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advantajes Each division can specialize and focus its efforts on its particular product, service or market and not be distracted by competing interests. also provides you a great deal of flexibility for the overall organization because each division operates separately and focuses on the most pressing issues facing it rather than being triaged by a central authority. In other words, the leader of each division can focus on the specific goals of his division and leave the overall strat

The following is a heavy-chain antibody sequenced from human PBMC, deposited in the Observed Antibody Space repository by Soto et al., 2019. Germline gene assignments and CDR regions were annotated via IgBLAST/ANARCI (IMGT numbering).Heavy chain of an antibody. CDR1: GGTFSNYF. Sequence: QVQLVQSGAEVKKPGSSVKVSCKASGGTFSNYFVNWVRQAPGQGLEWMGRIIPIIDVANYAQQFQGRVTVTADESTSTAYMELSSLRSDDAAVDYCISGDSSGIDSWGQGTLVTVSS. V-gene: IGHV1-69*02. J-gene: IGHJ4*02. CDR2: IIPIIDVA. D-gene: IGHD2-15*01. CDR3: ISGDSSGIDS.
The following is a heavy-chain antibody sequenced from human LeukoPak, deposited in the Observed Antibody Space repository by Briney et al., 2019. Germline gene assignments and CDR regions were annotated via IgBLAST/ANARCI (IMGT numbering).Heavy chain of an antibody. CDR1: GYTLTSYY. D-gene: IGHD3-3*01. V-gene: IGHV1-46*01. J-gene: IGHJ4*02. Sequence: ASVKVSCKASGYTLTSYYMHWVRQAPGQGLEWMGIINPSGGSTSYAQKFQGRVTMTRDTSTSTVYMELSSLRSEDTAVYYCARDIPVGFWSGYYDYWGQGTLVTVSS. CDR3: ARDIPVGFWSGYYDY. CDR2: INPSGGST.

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  advantajes Each division can specialize and focus its efforts on its particular product, service or market and not be distracted by competing interests. also provides you a great deal of flexibility for the overall organization because each division operates separately and focuses on the most pressing issues facing it rather than being triaged by a central authority. In other words, the leader of each division can focus on the specific goals of his division and leave the overall strategic management of the company to the folks at the corporate headquarters. Disadvantajes (1) Conflicts between Divisional Heads:  Every divisional head wants to establish his supremacy. To satisfy ego each demands maximum resources for his division. This situation leads to conflicts among the various divisional heads. (2) Duplicity of Functions:  The entire set of functions (e.g., production, marketing, financial, personnel, etc.) is required for all divisions. It gives rise to duplicity of efforts among divisions. Hence, resources are misused and cost of operations is unnecessarily increased. (3egoista) Selfish Attitude:  Every division tries to display better performance sometimes even at the cost of other divisions. This shows their selfish attitude. Consequently, it hits the interest of the concern as a whole.  Three Types Units of a divisional organization can be defined on a product, customer or geographical  basis. For example, a company in the automobile industry can divide its organizational structure based on its specific products: SUV, sedan, coupe. Another option is to build the structure on customer types and define divisions as: elite, middle class, low-income customers. Or create geographical divisions for the company: North America, Europe, Asia.  A divisional structure has some clear advantages. First and perhaps foremost, accountability is clear. That   is, divisional managers can be held responsible for sales and profit levels. Because a divisional structure is   based on extensive delegation of authority, managers and employees can easily see the results of their good   or bad performances. As a result, employee morale is generally higher in a divisional structure than it is in   a centralized structure. Other advantages of the divisional design are that it creates career development   opportunities for managers, allows local control of local situations, leads to a competitive climate within an   organization, and allows new businesses and products to be added easily.   The divisional design is not without some limitations, however. Perhaps the most important limitation is   that a divisional structure is costly, for a number of reasons. First, each division requires functional   specialists who must be paid. Second, there exists some duplication of staff services, facilities, and   personnel; for instance, functional specialists are also needed centrally (at headquarters) to coordinate   divisional activities. Third, managers must be well qualified because the divisional design forces delegation   of authority; better-qualified individuals require higher salaries. A divisional structure can also be costly   because it requires an elaborate, headquarters-driven control system. Finally, certain regions, products, or    customers may sometimes receive special treatment, and it may be difficult to maintain consistent,   companywide practices. Nonetheless, for most large organizations and many small firms, the advantages   of a divisional structure more than offset the potential limitations.      Advantages of the Divisional Organization Structure   The key points in favor of the divisional structure involve placing decision making as close to the customer as possible. The advantages are:     Accountability. This approach makes it much easier to assign responsibility for actions and results. In particular, a division is run by its own management group, which looks out for the best interests of the division.    Competition.  The divisional structure works well in markets where there is a great deal of competition, where local managers can quickly shift the direction of their businesses to respond to changes in local conditions.    Culture . You can use this structure to create a culture at the divisional level that most closely meets the needs of the local market. For example, a retail division could have a culture specifically designed to increase the level of service to customers.    Local decisions . The divisional structure allows decision-making to be shifted downward in the organization, which may improve the company's ability to respond to local market conditions.    Multiple offerings . When a company has a large number of product offerings, or different markets that it services, and they are not similar, it makes more sense to adopt the divisional structure.    Speed  . This approach tends to yield faster responses to local market conditions. Disadvantages of the Divisional Organization Structure  The key points against the divisional structure involve the cost of duplicating functions and a reduced focus on the overall direction of the company. The disadvantages are:    Cost.  When you set up a complete set of functions within each division, there are likely to be more employees in total than would be the case if the business had instead been organized under a purely functional structure. Also, there must still be a corporate organization, which adds more overhead cost to the business.    Economies of scale . The company as a whole may not be able to take advantage of economies of scale, unless purchases are integrated across the entire organization.     Inefficiencies . When there are a number of functional areas spread among many divisions, no one functional area will be as efficient as would have been the case if there had instead been one central organization for each function.    Rivalries . The various divisions may have no incentive to work together, and may even work at cross-purposes, as some managers undercut the actions of other divisions in order to gain localized advantages.    Silos . All skills are compartmentalized by division, so it can be difficult to transfer skills or best practices across the organization. It is also more difficult to cross-sell products and services between the divisions.    Strategic focus . Each division will tend to have its own strategic direction, which may differ from the strategic direction of the company as a whole.